The application to build the Orion in Canley Heights had been submitted by Fred in 1946, following the end of World War 2. There were several different enemies. The Department of Building Materials, The Chief Secretary’s Department & The Theatres & Films Commission. During this period two local members Mr J. S. Freeman and Mr Jack Mannix lobbied ceaselessly on his behalf, but it wasn’t until Nov 1955 that the Commission after exhausting all avenues threw up their hands and finally granted him a licence.
The victory was short lived when Suburban Cinemas P/L operating as Hoyts in Fairfield, and the Medich Brothers (owners of a Cabramatta picture theatre) lodged an appeal against the licence. They asked the judge to reverse the approval, as the area was a semi rural community with a population of 11,000 and did not need a theatre. They argued that existing theatres in the area were sufficient to fill it’s needs. A three day court case began in 1956 to hear the appeal. To Fred’s dismay their appeal was successful, however Judge Harvey Prior ruled that it had succeeded only on a technical point. A further application was swiftly submitted and the licence finally granted on Feb 15, 1957 to F. G. Hawkins of Canley Vale, there-by ending a costly soul destroying eleven year battle. Judge Prior said that he sympathised with Hawkins as some existing theatre owners had a adopted a dog in the manger attitude towards newcomers. For Fred these words came from heaven, despite the introduction of television he would now go forward and build his own theatre.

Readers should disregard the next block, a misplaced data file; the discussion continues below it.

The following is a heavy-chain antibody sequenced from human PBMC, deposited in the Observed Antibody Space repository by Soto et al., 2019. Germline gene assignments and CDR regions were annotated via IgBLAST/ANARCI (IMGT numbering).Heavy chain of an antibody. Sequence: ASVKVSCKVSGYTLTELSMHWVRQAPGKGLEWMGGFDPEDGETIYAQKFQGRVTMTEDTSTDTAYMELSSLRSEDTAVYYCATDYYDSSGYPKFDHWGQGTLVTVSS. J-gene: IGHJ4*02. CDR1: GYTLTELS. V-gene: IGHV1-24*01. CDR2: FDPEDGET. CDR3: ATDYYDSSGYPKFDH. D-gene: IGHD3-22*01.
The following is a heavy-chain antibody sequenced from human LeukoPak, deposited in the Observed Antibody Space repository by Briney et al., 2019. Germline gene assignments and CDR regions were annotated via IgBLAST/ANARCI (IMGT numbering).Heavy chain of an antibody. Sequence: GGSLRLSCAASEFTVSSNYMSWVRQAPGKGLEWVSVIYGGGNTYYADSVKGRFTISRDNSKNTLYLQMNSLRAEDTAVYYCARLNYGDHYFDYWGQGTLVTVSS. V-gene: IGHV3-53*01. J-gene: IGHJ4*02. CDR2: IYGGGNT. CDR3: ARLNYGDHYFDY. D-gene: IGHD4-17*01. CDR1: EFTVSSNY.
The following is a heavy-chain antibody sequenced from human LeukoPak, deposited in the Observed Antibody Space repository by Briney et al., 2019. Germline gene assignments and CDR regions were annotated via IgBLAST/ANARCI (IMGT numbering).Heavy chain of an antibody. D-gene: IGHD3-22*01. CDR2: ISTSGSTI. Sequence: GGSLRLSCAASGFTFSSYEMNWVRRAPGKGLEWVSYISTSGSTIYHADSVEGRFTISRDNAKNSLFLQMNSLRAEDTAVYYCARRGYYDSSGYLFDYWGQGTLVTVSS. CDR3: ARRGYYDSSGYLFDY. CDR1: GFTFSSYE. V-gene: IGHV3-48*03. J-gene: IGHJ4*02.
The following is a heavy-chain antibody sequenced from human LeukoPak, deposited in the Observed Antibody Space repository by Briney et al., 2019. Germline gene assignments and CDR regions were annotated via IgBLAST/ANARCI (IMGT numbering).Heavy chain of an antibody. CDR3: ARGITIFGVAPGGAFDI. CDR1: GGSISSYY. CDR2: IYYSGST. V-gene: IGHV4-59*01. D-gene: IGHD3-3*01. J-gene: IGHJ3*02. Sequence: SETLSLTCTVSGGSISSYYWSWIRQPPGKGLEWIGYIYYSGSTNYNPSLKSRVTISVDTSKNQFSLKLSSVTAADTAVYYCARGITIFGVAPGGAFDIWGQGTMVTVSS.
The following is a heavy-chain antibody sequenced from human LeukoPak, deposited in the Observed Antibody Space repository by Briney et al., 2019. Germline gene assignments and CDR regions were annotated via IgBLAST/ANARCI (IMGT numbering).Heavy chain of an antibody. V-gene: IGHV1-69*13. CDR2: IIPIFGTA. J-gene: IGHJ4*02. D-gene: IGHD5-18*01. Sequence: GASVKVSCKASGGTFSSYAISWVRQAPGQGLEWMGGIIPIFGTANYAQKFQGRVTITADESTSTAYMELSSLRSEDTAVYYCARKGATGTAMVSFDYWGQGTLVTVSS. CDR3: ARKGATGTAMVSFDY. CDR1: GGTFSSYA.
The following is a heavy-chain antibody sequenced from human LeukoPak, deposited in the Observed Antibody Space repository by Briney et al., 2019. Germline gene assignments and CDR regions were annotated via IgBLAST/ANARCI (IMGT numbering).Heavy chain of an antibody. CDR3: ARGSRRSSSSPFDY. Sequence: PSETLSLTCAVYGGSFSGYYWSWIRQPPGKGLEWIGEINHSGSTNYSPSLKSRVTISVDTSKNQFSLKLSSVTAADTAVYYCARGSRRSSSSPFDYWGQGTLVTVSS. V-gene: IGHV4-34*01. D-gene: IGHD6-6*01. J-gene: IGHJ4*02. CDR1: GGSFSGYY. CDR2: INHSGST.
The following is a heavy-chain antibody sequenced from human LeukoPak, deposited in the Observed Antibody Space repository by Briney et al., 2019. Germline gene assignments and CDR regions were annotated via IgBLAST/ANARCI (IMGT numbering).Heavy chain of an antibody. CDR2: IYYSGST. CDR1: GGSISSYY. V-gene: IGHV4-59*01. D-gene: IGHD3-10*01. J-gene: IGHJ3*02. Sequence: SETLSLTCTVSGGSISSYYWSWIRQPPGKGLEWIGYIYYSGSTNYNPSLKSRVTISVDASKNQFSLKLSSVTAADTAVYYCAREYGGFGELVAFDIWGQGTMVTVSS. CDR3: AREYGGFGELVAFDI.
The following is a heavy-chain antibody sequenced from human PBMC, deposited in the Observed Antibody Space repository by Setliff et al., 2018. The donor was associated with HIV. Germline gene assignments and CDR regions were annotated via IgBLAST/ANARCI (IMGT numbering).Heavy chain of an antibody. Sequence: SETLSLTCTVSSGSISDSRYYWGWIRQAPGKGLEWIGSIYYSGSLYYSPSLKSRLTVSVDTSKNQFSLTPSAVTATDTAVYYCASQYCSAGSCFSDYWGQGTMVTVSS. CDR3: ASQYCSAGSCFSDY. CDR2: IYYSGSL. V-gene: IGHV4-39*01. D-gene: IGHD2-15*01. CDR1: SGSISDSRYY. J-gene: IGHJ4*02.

News travels fast, and that night local exhibitor’s Percy J. Weight and Joe Cook knocked on the door offering Fred the Mt Pritchard theatre. The Parks theatre Mt Pritchard was only 8 minutes from Canley Heights and in Fred’s mind represented a direct threat to the new Orion project. The theatre was located on Meadows Road, in an area prolific with market gardens. The building was clad in asbestos sheeting and the seating was arranged in a stadium format, while the bio box was running Powers projectors sitting on top of Magna Coustian sound heads. Running Mt Pritchard would be a stretch, but better in Fred’s hands than a competing operator. For the time being Percy and Joe agreed to run Mt Pritchard for him.